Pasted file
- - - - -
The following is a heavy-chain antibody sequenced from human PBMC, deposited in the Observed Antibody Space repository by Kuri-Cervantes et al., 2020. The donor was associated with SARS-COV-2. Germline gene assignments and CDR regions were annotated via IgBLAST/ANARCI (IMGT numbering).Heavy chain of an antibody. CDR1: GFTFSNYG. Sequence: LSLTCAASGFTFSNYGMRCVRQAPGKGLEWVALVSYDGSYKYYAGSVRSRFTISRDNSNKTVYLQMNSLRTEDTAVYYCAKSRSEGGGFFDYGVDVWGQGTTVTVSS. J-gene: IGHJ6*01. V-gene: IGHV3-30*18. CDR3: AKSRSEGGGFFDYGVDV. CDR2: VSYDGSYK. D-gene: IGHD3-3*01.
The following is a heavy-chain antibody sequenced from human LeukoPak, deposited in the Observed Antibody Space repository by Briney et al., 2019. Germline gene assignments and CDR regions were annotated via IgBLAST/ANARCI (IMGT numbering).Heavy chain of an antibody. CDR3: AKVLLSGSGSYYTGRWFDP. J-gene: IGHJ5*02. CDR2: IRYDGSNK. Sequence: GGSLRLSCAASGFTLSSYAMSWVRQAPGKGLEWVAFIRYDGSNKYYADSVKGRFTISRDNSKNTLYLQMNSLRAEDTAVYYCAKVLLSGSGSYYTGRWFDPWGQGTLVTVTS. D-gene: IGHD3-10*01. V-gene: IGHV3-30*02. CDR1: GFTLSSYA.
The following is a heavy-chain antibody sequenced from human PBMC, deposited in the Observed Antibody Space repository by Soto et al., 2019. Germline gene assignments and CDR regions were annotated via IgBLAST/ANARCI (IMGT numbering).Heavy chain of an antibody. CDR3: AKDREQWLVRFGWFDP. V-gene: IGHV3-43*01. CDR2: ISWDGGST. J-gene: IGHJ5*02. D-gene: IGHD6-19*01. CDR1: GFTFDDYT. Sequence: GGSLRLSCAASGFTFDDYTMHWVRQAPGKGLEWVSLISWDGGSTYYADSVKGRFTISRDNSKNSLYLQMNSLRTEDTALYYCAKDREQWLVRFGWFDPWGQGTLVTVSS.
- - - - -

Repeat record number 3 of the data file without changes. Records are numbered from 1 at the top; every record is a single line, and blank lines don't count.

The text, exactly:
The following is a heavy-chain antibody sequenced from human PBMC, deposited in the Observed Antibody Space repository by Soto et al., 2019. Germline gene assignments and CDR regions were annotated via IgBLAST/ANARCI (IMGT numbering).Heavy chain of an antibody. CDR3: AKDREQWLVRFGWFDP. V-gene: IGHV3-43*01. CDR2: ISWDGGST. J-gene: IGHJ5*02. D-gene: IGHD6-19*01. CDR1: GFTFDDYT. Sequence: GGSLRLSCAASGFTFDDYTMHWVRQAPGKGLEWVSLISWDGGSTYYADSVKGRFTISRDNSKNSLYLQMNSLRTEDTALYYCAKDREQWLVRFGWFDPWGQGTLVTVSS.